How To Deal With Distraction

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It is so easy to be distracted these days. We live in an age where unless you’re in the mountains a thousand miles away from civilization you are constantly assaulted with a hundred different things vying for your attention. Like this status. Watch this video. Buy this product. Read this article. Support this cause. Take this quiz. Hear this song. Follow this person. It goes on and on and social media has made it so that the torrent never ends. 

When I sit down and try to write something, why is it that I find myself constantly fighting the urge to check Facebook? Sometimes I get to the point where I am utterly disgusted with myself for my lack of ability to shut off and turn away. I want to produce something, but with so many methods of consumption offering a quick dopamine hit it is a constant challenge to stay on task. I would rather write a new short story than read another useless click-baiting trash blog of Huffington Post. Have I become an automaton dancing to the pied piper of the internet? I shudder.

Often I think that it must have been easier for the writers in the age before me to create their works. When Hemingway wrote The Old Man and the Sea, he didn’t have email notifications popping up every five minutes. But on the other hand, he also didn’t have computers which make the writing process much easier in a lot of ways when you compare them to typewriters, and I can research any topic I need to for my book from the comfort of home thanks to the internet. So are we really worse of? Who is to say, but wanting for the past is pointless. Pandora’s Box has been opened and there is no going back now.

All we can do is adapt. In the law of natural selection, only those who can adjust to their new surroundings are the ones who survive. The writers of our generation must develop astounding powers of concentration and focus to fend off the armies of distraction assaulting the front lines of our consciousness. I have come upon a number of techniques to help me stay on task, even though the internet wants me to look at more cat pictures. They are obvious, but I hope you find them useful.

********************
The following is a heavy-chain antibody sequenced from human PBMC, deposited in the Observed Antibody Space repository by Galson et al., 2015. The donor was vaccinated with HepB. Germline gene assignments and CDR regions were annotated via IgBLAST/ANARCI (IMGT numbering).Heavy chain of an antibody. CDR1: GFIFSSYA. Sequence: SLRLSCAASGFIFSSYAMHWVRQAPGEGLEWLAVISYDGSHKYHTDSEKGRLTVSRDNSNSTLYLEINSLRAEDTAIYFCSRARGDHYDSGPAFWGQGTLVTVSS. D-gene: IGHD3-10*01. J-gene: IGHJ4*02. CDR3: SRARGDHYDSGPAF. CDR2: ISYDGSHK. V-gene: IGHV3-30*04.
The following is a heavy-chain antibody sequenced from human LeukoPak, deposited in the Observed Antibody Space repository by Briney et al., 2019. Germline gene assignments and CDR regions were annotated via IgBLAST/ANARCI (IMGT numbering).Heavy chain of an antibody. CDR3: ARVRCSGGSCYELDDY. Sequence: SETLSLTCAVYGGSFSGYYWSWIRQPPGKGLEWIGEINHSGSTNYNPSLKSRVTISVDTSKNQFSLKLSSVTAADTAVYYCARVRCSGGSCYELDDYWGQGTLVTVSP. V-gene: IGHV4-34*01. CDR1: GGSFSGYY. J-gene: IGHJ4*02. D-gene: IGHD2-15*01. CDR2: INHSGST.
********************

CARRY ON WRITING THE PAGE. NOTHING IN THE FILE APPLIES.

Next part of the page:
Unplug

I have only done this a couple times because it is an extreme measure. If you really want to get some work done, unplug your modem and shut off your phone. By temporarily going off the grid, you can simulate the feeling of being in a world before the internet.

Separate Yourself

I am currently writing my novel on a typewriter. I have always had a fascination with doing things “the old fashioned way”, and this is about as old fashioned as it gets. The main advantage about this is that a typewriter only does one thing: it types. No email. No social media. No phone. For two hours I do nothing but write, and it has allowed me to be more productive and get more deeply focused on the story. If you don’t want to use a typewriter, try getting a cheap computer or laptop with no internet connection at all. Nothing but Windows and a MS Word.

Download A Little Help

If neither of these options appeal to you, there is software out there that temporarily cuts you off from digital distractions and helps you get down to business. Check out Freedom.

Have Some Discipline and Resolve 

Nothing beats good old fashioned willpower. You can’t be a slave to every urge an impulse that crosses your mind. Close your browser window and when you think about checking social media, don’t. Don’t allow yourself to do it until your work is done. Think of it as a reward. Self control is a virtue that will benefit you in every area of life, not just work.  

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